For most of the time period relevant to this case, ECan had a proposed Natural Resources Regional Plan (‘NRRP’). The NRRP addressed the rapidly emerging issue of over-allocation of ground water resources in Canterbury by creating groundwater allocation zones and providing a methodology to allocate water not yet allocated to applications for water permits.
Water applications must be heard on a first come first serve basis and, as predicted, there was not enough water to go around. The scarcity of water available for allocation meant that applicants increasingly sought to utilise s 136 of the RMA which allows holders of water permits to transfer the whole or any part of the holder’s interest in a water permit in certain circumstances. As a result of the limited water supply, water became a hot commodity in the region and a market developed in which water was essentially traded. Basically, a person could buy or lease water which was the subject of an existing permit.
Simon asserted that he suffered a loss as a consequence of the permit granted to Robert. A key claim in Simon’s case was that the Council should have considered the significant economic impact on Simon when granting the permit to Robert.
Simon complained that ECan’s decision to grant a permit to Robert suffered from the following errors of law. It:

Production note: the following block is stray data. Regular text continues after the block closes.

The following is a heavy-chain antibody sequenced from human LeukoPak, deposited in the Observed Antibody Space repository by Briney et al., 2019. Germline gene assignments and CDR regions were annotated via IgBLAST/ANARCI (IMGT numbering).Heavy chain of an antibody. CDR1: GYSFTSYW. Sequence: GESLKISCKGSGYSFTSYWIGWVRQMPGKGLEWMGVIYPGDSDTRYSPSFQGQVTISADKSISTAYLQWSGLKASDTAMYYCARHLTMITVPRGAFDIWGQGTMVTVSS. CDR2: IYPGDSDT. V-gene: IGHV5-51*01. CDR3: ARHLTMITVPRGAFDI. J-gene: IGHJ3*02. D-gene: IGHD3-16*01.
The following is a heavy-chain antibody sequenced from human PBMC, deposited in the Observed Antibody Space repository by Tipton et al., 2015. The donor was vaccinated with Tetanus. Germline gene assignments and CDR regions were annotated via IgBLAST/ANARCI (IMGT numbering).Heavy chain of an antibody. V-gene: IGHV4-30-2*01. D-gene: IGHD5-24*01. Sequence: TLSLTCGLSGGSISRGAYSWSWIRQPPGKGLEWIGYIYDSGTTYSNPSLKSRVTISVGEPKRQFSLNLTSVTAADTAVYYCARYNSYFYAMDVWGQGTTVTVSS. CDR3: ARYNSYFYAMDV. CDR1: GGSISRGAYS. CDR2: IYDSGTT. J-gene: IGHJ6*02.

Simon alleged that granting of the permit to Robert interfered with his property rights, specifically his ability to sell his water right to a third party. All of Simon’s claims were rejected by the High Court. That decision was upheld by the Court of Appeal in this case.
In its decision, the Court drew attention to a condition placed on Simon’s water permit that limited the use of water on Robert’s land. This condition had been imposed essentially at the invitation of Simon and was designed to assure the Council that a portion of the water would only be used to irrigate on Robert’s land. The Court held that it was clear that it was anticipated that an agreement would be reached between the two cousins, but this did not occur. Having proceeded with an application relating to both his own and Robert’s land, it was inconsistent for Simon to now argue his consent should be varied so it can instead be applied to his own land and a neighbour’s land.
The Court considered it to be unrealistic to suggest Simon had a legitimate expectation that he would be able to transfer the permit; as such an expectation would run contrary to the condition on the consent.
In its judgment, the Court of Appeal considered the High Court decision of Aoraki Water Trust v Meridian Energy Ltd relied on by Simon. In that case, the Court applied the doctrine of non-derogation from grant under the RMA for the first time. While the Court distinguished Aoraki on the facts before it, it considered the analogy the High Court drew in that case to profits a prendre and non-derogation from grant to be problematic.
In this respect, the Court of Appeal disagreed that once a water permit is granted it creates a right to property. Rather, the Court of Appeal considered that once a permit is granted, it simply amounts to a right to carry out the activity under the RMA – in this case the right to take and use water.
This article was authored by Anna Cameron, a solicitor in our Environment and Planning team.